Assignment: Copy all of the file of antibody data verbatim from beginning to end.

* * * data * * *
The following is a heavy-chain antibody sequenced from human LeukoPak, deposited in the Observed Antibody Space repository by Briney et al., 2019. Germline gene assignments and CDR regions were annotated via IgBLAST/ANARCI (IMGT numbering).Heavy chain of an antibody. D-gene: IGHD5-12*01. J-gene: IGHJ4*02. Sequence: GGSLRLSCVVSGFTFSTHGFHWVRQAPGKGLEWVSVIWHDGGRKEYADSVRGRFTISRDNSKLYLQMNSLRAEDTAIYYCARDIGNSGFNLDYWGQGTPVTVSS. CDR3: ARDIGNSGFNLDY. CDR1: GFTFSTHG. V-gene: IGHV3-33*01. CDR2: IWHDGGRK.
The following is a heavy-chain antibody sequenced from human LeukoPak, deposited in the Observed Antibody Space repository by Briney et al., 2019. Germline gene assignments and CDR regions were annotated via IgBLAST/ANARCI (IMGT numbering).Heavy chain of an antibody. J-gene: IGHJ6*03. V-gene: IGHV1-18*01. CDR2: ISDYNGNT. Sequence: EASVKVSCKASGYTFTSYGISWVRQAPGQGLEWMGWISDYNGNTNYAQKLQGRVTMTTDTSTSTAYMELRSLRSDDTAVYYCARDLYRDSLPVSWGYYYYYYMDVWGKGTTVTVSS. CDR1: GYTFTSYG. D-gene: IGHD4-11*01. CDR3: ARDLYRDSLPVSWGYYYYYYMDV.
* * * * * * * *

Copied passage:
The following is a heavy-chain antibody sequenced from human LeukoPak, deposited in the Observed Antibody Space repository by Briney et al., 2019. Germline gene assignments and CDR regions were annotated via IgBLAST/ANARCI (IMGT numbering).Heavy chain of an antibody. D-gene: IGHD5-12*01. J-gene: IGHJ4*02. Sequence: GGSLRLSCVVSGFTFSTHGFHWVRQAPGKGLEWVSVIWHDGGRKEYADSVRGRFTISRDNSKLYLQMNSLRAEDTAIYYCARDIGNSGFNLDYWGQGTPVTVSS. CDR3: ARDIGNSGFNLDY. CDR1: GFTFSTHG. V-gene: IGHV3-33*01. CDR2: IWHDGGRK.
The following is a heavy-chain antibody sequenced from human LeukoPak, deposited in the Observed Antibody Space repository by Briney et al., 2019. Germline gene assignments and CDR regions were annotated via IgBLAST/ANARCI (IMGT numbering).Heavy chain of an antibody. J-gene: IGHJ6*03. V-gene: IGHV1-18*01. CDR2: ISDYNGNT. Sequence: EASVKVSCKASGYTFTSYGISWVRQAPGQGLEWMGWISDYNGNTNYAQKLQGRVTMTTDTSTSTAYMELRSLRSDDTAVYYCARDLYRDSLPVSWGYYYYYYMDVWGKGTTVTVSS. CDR1: GYTFTSYG. D-gene: IGHD4-11*01. CDR3: ARDLYRDSLPVSWGYYYYYYMDV.